Have you been keeping up with our mystery Nostalgicons this week? We've got quite a collection and will keep on testing you on your advertising chops! Below are the three mystery brands that we showcased this week and some fun facts about them, enjoy!
The Stay Puft Marshmallow Man
You may recognize our first Nostalgiacon from the 1984 hit movie Ghostbusters—the fictional Stay Puft Marshmallow Man. The brand mascot, created by Ghostbusters film writer Dan Aykroyd, represents the evil villain in the movie, with its cute-yet-creepy smile.
In the movie, Aykroyd sets up the character by placing the Stay Puft marshmallows in scenes and pointing out the character, especially how everyone loves and admires the mascot. In the end, the giant marshmallow man comes to life, wreaking havoc on New York City until the Ghostbusters can stop him.
The Stay Puft man is a mix between the puffy, lovable Michelin Tire man and the cute Pillsbury Doughboy, but the evil look on his face could easily haunt a person’s dreams. With the new Ghostbusters revamp in theaters now, it will be interesting to see if the film keeps the creepy but adorably squishy ghost as the villain.
The Stay Puft man was carried through “The Real Ghostbusters” TV series and the franchise’s comic books, but he will forever be known for his first city-destroying appearance in 1984. But, honestly, doesn’t the Stay Puft man just look a little hangry? Get that man a cheeseburger.
Bob's Big Boy
Many people today would see the Big Boy icon and not know what it is, but the story of the chubby boy with droopy overalls holding a tray of hamburgers won over American’s hearts 70 years ago.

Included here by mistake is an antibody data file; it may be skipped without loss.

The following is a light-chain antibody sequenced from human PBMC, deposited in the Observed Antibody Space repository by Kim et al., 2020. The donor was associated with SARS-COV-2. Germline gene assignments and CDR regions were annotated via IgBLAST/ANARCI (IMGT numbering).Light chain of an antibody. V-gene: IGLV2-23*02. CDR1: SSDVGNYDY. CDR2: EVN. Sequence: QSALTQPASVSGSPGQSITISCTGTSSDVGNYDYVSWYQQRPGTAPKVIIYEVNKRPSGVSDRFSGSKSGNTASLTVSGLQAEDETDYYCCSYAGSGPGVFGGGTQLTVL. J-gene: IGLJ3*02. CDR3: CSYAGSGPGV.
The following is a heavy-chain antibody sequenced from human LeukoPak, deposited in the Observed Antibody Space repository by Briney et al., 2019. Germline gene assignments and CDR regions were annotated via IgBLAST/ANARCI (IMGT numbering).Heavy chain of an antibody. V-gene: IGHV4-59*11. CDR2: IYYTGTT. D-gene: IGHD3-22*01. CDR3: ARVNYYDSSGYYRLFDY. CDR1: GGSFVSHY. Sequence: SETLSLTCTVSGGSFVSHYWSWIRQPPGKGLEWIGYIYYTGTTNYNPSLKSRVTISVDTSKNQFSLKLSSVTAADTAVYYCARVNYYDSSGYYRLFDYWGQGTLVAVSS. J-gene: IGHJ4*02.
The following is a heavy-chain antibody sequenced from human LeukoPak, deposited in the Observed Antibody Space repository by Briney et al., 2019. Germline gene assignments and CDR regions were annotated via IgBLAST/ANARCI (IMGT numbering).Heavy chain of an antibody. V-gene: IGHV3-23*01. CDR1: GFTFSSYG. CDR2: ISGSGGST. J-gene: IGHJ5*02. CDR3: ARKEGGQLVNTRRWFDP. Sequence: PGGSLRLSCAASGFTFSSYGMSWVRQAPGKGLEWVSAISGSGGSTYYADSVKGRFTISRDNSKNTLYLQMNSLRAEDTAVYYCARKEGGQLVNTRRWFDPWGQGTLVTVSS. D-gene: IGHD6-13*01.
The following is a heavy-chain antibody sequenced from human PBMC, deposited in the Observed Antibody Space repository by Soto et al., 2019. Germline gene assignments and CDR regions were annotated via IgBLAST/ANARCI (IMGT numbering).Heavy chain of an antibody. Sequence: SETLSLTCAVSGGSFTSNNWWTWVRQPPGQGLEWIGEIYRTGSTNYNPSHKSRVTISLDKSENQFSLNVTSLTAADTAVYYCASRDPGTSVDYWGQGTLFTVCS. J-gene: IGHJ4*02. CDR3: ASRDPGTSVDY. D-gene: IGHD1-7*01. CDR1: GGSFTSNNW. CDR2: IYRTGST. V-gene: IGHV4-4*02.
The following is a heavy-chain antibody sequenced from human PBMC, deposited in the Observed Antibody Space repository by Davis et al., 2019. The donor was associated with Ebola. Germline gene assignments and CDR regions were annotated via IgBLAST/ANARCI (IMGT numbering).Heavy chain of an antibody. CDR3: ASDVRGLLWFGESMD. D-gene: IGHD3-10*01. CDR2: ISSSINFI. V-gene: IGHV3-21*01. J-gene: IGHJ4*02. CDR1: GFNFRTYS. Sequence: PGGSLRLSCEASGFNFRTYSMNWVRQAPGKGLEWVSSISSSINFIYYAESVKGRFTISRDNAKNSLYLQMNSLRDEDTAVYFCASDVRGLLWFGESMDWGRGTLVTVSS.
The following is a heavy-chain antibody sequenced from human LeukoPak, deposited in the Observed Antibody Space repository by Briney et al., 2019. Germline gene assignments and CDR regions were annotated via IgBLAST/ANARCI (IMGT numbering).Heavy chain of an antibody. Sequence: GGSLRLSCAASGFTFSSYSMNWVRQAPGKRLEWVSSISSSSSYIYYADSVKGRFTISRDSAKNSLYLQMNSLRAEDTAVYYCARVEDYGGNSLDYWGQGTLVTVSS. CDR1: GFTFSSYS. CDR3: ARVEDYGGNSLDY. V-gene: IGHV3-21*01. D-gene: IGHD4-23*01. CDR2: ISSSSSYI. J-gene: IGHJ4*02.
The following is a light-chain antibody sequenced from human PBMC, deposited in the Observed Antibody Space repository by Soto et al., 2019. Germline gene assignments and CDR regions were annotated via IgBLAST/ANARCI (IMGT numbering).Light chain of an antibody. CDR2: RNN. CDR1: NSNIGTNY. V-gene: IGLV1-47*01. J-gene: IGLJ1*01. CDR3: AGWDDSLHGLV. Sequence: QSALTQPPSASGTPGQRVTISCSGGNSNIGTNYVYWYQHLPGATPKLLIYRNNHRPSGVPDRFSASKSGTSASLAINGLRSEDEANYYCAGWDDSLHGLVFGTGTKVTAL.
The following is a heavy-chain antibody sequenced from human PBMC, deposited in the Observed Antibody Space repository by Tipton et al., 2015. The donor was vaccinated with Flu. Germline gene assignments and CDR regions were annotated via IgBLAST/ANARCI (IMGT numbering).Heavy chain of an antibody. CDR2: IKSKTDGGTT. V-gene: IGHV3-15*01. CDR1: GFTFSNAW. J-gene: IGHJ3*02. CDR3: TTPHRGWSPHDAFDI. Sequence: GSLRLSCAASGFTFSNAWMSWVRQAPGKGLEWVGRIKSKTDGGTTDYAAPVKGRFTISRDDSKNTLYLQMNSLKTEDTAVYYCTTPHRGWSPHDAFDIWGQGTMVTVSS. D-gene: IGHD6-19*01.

In 1936 Bob Wian sold his DeSoto Roadster for $350 to start a small 10 seat hamburger joint in Glendale, California, calling it Bob’s Pantry. Bob was able to recuperate the (then) large sum by inventing the first ever DOUBLE DECKER BURGER at the request of a customer (thank you customer, thank you Bob).
A particularly enthusiastic fan of the double decker burger was a little 6 year old who would offer to clean up the restaurant in exchange for a free burger. Bob endearingly called him “Big Boy” and eventually changed the name of his diner to “Bob’s Big Boy”. Another regular customer sketched the chubster on a napkin and an icon was born.
Wian commissioned a Big Boy comic book to give away to children in 1956 and the issuing continued for years--becoming further ingrained in American culture. The overall kid even made a brief appearance in the Austin Powers movies as one of Dr. Evil’s (he’s the villain in case you couldn’t tell) getaway vehicles.
People today might not be as familiar with Big Boy because the franchise owners, the Elias Brothers, had to file for bankruptcy in 2000; this almost completely wiped out Big Boy’s across the nation. Today, you can still find a trace of the American burger at restaurants associated with Big Boy like Bob’s and Shoney’s.
Spuds McKenzie - The Budweiser Dog
If you say the name “Spudz Mackenzie” to a millennial you’ll most likely get a blank stare with a possible guess of an old basketball player or reality TV star; say the name to someone older and you may get a whole different reaction.
Yes, we are talking about the retro canine mascot for Bud Light from 1987-1989. Let’s get real the dog knew how to party, and was quite the ladies’ man. Being featured in numerous ads, no matter the location Spudz MacKenzie was the Bud Light drinking dog who was always the life of the party.
From skiing off a freakin' mountain to chilling poolside with some models this dog was living the life, all thanks to the advertising team at Bud Light. Yes it’s true, a dog not only consumed more beer than you but also has more game as well. And if the slightly weird humor of having a personified dog as a drinking mascot didn’t appeal to you, the undeniable cuteness of this dog could definitely make you reach for the Bud Light instead of any other beer your buzzed friend is handing you.
Although the dog was extremely cute and could probably drink any man, woman, or underage teen under the table, MADD (Mothers Against Drunk Driving) claimed Anheuser-Busch was using the dog to appeal to children in an effort to get kids interested in Bud Light at an early (and illegal) age. Okay so MADD probably had a valid point. Although the Federal Trade Commission found no evidence against Anheuser-Busch, the company decided to retire Spudz in 1989.